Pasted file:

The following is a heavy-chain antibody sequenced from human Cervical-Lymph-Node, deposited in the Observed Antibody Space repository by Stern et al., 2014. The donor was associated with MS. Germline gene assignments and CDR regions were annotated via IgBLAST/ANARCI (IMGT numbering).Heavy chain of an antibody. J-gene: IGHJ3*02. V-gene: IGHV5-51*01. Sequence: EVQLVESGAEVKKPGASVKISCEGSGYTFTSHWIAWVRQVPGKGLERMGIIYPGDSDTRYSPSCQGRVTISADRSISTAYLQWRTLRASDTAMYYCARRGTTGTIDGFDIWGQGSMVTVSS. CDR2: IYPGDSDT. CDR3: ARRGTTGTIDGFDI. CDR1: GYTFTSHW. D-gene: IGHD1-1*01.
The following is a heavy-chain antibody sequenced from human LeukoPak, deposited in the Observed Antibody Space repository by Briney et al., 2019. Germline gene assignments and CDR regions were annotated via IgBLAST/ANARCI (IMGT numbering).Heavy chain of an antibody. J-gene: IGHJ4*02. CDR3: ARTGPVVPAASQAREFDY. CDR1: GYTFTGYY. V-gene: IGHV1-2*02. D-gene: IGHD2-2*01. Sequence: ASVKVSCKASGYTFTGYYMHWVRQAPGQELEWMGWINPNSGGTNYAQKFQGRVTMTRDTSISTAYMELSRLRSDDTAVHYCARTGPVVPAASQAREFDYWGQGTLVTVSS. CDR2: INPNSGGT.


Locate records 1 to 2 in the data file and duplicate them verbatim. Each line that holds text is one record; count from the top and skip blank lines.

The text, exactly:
The following is a heavy-chain antibody sequenced from human Cervical-Lymph-Node, deposited in the Observed Antibody Space repository by Stern et al., 2014. The donor was associated with MS. Germline gene assignments and CDR regions were annotated via IgBLAST/ANARCI (IMGT numbering).Heavy chain of an antibody. J-gene: IGHJ3*02. V-gene: IGHV5-51*01. Sequence: EVQLVESGAEVKKPGASVKISCEGSGYTFTSHWIAWVRQVPGKGLERMGIIYPGDSDTRYSPSCQGRVTISADRSISTAYLQWRTLRASDTAMYYCARRGTTGTIDGFDIWGQGSMVTVSS. CDR2: IYPGDSDT. CDR3: ARRGTTGTIDGFDI. CDR1: GYTFTSHW. D-gene: IGHD1-1*01.
The following is a heavy-chain antibody sequenced from human LeukoPak, deposited in the Observed Antibody Space repository by Briney et al., 2019. Germline gene assignments and CDR regions were annotated via IgBLAST/ANARCI (IMGT numbering).Heavy chain of an antibody. J-gene: IGHJ4*02. CDR3: ARTGPVVPAASQAREFDY. CDR1: GYTFTGYY. V-gene: IGHV1-2*02. D-gene: IGHD2-2*01. Sequence: ASVKVSCKASGYTFTGYYMHWVRQAPGQELEWMGWINPNSGGTNYAQKFQGRVTMTRDTSISTAYMELSRLRSDDTAVHYCARTGPVVPAASQAREFDYWGQGTLVTVSS. CDR2: INPNSGGT.